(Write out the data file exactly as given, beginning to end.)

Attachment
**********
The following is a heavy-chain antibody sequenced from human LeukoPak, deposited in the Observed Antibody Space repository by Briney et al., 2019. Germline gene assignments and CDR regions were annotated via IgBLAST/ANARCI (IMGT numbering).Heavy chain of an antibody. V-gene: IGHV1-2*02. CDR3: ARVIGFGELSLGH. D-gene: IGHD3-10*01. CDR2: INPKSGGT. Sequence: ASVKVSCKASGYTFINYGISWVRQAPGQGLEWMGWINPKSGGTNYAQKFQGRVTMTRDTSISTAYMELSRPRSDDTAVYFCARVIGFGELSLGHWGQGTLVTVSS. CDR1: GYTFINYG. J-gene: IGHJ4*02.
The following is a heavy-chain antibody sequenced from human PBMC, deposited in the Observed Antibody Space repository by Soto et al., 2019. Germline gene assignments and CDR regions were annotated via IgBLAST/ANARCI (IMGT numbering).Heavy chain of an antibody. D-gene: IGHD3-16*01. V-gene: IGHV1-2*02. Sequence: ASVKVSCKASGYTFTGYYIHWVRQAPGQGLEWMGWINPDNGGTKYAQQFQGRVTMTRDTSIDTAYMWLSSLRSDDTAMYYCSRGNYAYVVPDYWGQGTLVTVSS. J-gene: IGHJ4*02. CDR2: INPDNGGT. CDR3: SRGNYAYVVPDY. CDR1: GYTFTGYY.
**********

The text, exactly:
The following is a heavy-chain antibody sequenced from human LeukoPak, deposited in the Observed Antibody Space repository by Briney et al., 2019. Germline gene assignments and CDR regions were annotated via IgBLAST/ANARCI (IMGT numbering).Heavy chain of an antibody. V-gene: IGHV1-2*02. CDR3: ARVIGFGELSLGH. D-gene: IGHD3-10*01. CDR2: INPKSGGT. Sequence: ASVKVSCKASGYTFINYGISWVRQAPGQGLEWMGWINPKSGGTNYAQKFQGRVTMTRDTSISTAYMELSRPRSDDTAVYFCARVIGFGELSLGHWGQGTLVTVSS. CDR1: GYTFINYG. J-gene: IGHJ4*02.
The following is a heavy-chain antibody sequenced from human PBMC, deposited in the Observed Antibody Space repository by Soto et al., 2019. Germline gene assignments and CDR regions were annotated via IgBLAST/ANARCI (IMGT numbering).Heavy chain of an antibody. D-gene: IGHD3-16*01. V-gene: IGHV1-2*02. Sequence: ASVKVSCKASGYTFTGYYIHWVRQAPGQGLEWMGWINPDNGGTKYAQQFQGRVTMTRDTSIDTAYMWLSSLRSDDTAMYYCSRGNYAYVVPDYWGQGTLVTVSS. J-gene: IGHJ4*02. CDR2: INPDNGGT. CDR3: SRGNYAYVVPDY. CDR1: GYTFTGYY.